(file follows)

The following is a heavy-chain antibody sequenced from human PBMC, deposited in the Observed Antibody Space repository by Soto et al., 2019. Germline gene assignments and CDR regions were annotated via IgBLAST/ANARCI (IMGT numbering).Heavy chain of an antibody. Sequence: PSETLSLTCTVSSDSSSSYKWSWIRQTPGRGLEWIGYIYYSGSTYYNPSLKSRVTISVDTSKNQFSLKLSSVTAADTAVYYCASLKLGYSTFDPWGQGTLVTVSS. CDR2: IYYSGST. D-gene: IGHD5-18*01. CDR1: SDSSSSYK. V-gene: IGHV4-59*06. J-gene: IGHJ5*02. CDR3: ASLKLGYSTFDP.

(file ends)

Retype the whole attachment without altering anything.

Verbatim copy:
The following is a heavy-chain antibody sequenced from human PBMC, deposited in the Observed Antibody Space repository by Soto et al., 2019. Germline gene assignments and CDR regions were annotated via IgBLAST/ANARCI (IMGT numbering).Heavy chain of an antibody. Sequence: PSETLSLTCTVSSDSSSSYKWSWIRQTPGRGLEWIGYIYYSGSTYYNPSLKSRVTISVDTSKNQFSLKLSSVTAADTAVYYCASLKLGYSTFDPWGQGTLVTVSS. CDR2: IYYSGST. D-gene: IGHD5-18*01. CDR1: SDSSSSYK. V-gene: IGHV4-59*06. J-gene: IGHJ5*02. CDR3: ASLKLGYSTFDP.